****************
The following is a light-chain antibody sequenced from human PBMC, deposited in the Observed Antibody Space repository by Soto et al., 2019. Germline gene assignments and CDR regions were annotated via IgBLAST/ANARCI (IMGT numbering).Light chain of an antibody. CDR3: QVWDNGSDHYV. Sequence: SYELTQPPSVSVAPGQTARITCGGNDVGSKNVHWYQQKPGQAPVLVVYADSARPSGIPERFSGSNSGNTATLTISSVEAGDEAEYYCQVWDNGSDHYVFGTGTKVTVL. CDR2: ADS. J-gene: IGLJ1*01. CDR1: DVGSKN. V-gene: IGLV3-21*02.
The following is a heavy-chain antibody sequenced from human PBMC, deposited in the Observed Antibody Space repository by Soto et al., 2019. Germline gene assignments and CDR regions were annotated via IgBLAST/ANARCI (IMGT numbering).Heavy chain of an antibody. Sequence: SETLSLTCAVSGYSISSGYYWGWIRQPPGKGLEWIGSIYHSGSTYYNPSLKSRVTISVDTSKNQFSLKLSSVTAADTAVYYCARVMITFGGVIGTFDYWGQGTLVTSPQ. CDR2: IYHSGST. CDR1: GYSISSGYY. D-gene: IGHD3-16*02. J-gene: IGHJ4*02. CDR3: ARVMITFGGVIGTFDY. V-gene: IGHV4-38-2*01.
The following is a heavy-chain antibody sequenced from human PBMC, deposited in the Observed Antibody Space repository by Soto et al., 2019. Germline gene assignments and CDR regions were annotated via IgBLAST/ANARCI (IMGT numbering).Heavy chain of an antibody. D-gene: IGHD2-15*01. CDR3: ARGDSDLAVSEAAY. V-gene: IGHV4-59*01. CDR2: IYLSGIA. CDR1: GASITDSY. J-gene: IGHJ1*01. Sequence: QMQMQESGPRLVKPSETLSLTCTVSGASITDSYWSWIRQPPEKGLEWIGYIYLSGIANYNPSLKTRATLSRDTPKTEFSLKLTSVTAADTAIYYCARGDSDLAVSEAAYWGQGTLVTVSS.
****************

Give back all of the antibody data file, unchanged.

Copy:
The following is a light-chain antibody sequenced from human PBMC, deposited in the Observed Antibody Space repository by Soto et al., 2019. Germline gene assignments and CDR regions were annotated via IgBLAST/ANARCI (IMGT numbering).Light chain of an antibody. CDR3: QVWDNGSDHYV. Sequence: SYELTQPPSVSVAPGQTARITCGGNDVGSKNVHWYQQKPGQAPVLVVYADSARPSGIPERFSGSNSGNTATLTISSVEAGDEAEYYCQVWDNGSDHYVFGTGTKVTVL. CDR2: ADS. J-gene: IGLJ1*01. CDR1: DVGSKN. V-gene: IGLV3-21*02.
The following is a heavy-chain antibody sequenced from human PBMC, deposited in the Observed Antibody Space repository by Soto et al., 2019. Germline gene assignments and CDR regions were annotated via IgBLAST/ANARCI (IMGT numbering).Heavy chain of an antibody. Sequence: SETLSLTCAVSGYSISSGYYWGWIRQPPGKGLEWIGSIYHSGSTYYNPSLKSRVTISVDTSKNQFSLKLSSVTAADTAVYYCARVMITFGGVIGTFDYWGQGTLVTSPQ. CDR2: IYHSGST. CDR1: GYSISSGYY. D-gene: IGHD3-16*02. J-gene: IGHJ4*02. CDR3: ARVMITFGGVIGTFDY. V-gene: IGHV4-38-2*01.
The following is a heavy-chain antibody sequenced from human PBMC, deposited in the Observed Antibody Space repository by Soto et al., 2019. Germline gene assignments and CDR regions were annotated via IgBLAST/ANARCI (IMGT numbering).Heavy chain of an antibody. D-gene: IGHD2-15*01. CDR3: ARGDSDLAVSEAAY. V-gene: IGHV4-59*01. CDR2: IYLSGIA. CDR1: GASITDSY. J-gene: IGHJ1*01. Sequence: QMQMQESGPRLVKPSETLSLTCTVSGASITDSYWSWIRQPPEKGLEWIGYIYLSGIANYNPSLKTRATLSRDTPKTEFSLKLTSVTAADTAIYYCARGDSDLAVSEAAYWGQGTLVTVSS.